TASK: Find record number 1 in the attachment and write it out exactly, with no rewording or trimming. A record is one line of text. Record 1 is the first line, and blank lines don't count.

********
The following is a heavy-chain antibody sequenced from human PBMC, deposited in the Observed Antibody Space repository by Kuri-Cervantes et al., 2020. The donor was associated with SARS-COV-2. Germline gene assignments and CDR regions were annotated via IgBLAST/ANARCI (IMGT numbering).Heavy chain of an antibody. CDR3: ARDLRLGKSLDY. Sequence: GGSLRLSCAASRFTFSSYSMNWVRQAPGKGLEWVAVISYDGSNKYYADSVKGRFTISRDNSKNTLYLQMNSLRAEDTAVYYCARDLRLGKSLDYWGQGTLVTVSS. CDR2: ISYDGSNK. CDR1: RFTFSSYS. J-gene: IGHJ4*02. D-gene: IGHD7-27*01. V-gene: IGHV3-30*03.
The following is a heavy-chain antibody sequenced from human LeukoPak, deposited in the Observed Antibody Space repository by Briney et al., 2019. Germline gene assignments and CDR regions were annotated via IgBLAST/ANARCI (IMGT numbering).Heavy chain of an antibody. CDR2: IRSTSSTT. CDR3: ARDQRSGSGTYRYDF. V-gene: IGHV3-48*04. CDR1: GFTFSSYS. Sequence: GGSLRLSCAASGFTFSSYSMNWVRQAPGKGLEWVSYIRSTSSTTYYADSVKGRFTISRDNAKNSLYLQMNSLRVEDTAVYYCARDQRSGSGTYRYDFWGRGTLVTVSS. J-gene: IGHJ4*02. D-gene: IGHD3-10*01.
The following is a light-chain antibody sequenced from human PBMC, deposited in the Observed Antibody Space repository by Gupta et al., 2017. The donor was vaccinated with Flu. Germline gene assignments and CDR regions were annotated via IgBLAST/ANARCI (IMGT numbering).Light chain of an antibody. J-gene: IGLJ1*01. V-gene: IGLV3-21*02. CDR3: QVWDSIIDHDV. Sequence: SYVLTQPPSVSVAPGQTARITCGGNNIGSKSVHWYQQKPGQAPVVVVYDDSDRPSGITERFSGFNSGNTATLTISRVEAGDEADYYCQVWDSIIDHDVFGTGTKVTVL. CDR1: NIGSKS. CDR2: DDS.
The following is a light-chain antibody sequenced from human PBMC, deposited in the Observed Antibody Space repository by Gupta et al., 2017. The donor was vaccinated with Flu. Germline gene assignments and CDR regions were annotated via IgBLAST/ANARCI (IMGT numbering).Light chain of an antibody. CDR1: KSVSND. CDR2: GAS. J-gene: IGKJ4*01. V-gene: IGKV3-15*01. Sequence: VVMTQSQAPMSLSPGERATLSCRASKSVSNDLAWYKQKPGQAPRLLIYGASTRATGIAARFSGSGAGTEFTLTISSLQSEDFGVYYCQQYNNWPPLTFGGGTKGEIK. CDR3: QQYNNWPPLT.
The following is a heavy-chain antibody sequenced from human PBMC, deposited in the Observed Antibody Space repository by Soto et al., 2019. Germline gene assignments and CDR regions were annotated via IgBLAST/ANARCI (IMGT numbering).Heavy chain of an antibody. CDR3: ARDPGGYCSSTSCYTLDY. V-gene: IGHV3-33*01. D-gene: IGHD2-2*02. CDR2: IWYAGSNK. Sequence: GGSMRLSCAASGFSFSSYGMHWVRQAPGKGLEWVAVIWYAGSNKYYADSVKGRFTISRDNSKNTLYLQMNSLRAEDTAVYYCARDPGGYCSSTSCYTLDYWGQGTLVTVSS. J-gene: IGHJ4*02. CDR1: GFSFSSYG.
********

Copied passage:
The following is a heavy-chain antibody sequenced from human PBMC, deposited in the Observed Antibody Space repository by Kuri-Cervantes et al., 2020. The donor was associated with SARS-COV-2. Germline gene assignments and CDR regions were annotated via IgBLAST/ANARCI (IMGT numbering).Heavy chain of an antibody. CDR3: ARDLRLGKSLDY. Sequence: GGSLRLSCAASRFTFSSYSMNWVRQAPGKGLEWVAVISYDGSNKYYADSVKGRFTISRDNSKNTLYLQMNSLRAEDTAVYYCARDLRLGKSLDYWGQGTLVTVSS. CDR2: ISYDGSNK. CDR1: RFTFSSYS. J-gene: IGHJ4*02. D-gene: IGHD7-27*01. V-gene: IGHV3-30*03.